Aquatic Contracting (AC) teamed with McBain Associates (MA) to develop a restoration concept for the Upper North Fork Reservoir of the Clackamas River. The concept was presented to Portland General Electric (PGE) at their 2015 Clackamas Habitat Funding Cycle.
The project concept was accepted and funded with construction commencing in 2016. The Upper North Fork Reservoir was considered a dead zone from a fisheries standpoint and although it had good water quality it lacked any habitat features and was considered a monoculture. AC and MA felt that strategically placing log jams would help provide habitat and cover while creating diversity throughout the restoration reach. Additionally, the log jams would benefit PGE’s hydroelectric facility by recruiting wood during high flows thus keeping it out of the main reservoir and the hydroelectric facility.
However, the project presented many challenges. First was getting materials to the site. Because there was no road access and the plan called for nearly 400 logs and logs with root wads, AC had to formulate a plan to safely and efficiently get this material to the site. The solution was to utilize one of PGE_s boat ramps in the lower reservoir and construct large logs rafts. These logs were then towed to the restoration site using small tugs. Once the rafts were as close to the site as possible, they were anchored in place until the construction process started later in the year. Second was to feasibly access to the restoration site with heavy equipment. Because the bulk of the log jam construction was to occur within the thalweg of the Clackamas River and along the opposing bank, AC had to get equipment in and through water that was up to 6 feet deep.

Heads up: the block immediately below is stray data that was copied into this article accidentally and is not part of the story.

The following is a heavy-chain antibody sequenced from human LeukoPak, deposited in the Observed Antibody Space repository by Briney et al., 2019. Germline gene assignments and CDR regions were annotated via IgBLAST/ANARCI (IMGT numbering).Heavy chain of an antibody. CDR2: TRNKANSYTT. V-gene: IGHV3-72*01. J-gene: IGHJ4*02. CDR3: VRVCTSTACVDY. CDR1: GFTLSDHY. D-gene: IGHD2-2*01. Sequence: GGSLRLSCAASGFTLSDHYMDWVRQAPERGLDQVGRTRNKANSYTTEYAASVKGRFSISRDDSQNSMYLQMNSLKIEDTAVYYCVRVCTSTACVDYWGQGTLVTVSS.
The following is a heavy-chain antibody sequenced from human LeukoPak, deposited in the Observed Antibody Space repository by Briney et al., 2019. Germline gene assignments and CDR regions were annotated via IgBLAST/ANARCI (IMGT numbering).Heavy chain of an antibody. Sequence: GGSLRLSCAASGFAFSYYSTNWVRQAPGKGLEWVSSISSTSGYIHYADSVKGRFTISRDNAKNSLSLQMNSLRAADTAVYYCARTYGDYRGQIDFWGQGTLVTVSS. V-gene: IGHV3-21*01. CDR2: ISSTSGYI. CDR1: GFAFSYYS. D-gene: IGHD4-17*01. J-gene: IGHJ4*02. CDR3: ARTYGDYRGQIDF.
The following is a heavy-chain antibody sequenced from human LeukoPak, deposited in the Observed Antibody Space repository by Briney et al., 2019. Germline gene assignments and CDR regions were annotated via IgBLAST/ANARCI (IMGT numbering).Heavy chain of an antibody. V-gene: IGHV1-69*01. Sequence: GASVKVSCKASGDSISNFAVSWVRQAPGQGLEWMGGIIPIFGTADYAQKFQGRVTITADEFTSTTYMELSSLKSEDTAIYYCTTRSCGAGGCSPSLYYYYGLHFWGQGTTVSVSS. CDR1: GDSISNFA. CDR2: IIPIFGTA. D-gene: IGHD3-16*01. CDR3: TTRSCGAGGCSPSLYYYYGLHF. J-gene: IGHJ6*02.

Working closely with PGE, AC and MA utilized bathymetry to find a suitable crossing area and then slowly lowered the reservoir after the summer recreation season. In late September the reservoir was at a level that allowed machinery to cross and construct jams throughout the entire site. To insure log jam stability AC utilized its SP-80 excavator mounted vibratory pile driver to install pilings throughout each log jam creating a stable foundation and long-term stability.
The last challenge was getting fuel to the excavators during construction. AC utilized their tracked morooka dump truck to safely transport a fuel cell to the island where a bulk of the work was done and created a fueling area in an approved location which was able to supply fuel for the duration of the project. AC returned in the fall by boat to install plantings throughout the log jam areas and on the log jams which were in the middle of the river.
Because the project was completed under budget AC and MA were able to return in 2017 for additional work including more log jams and the creation of an alcove and side channel.
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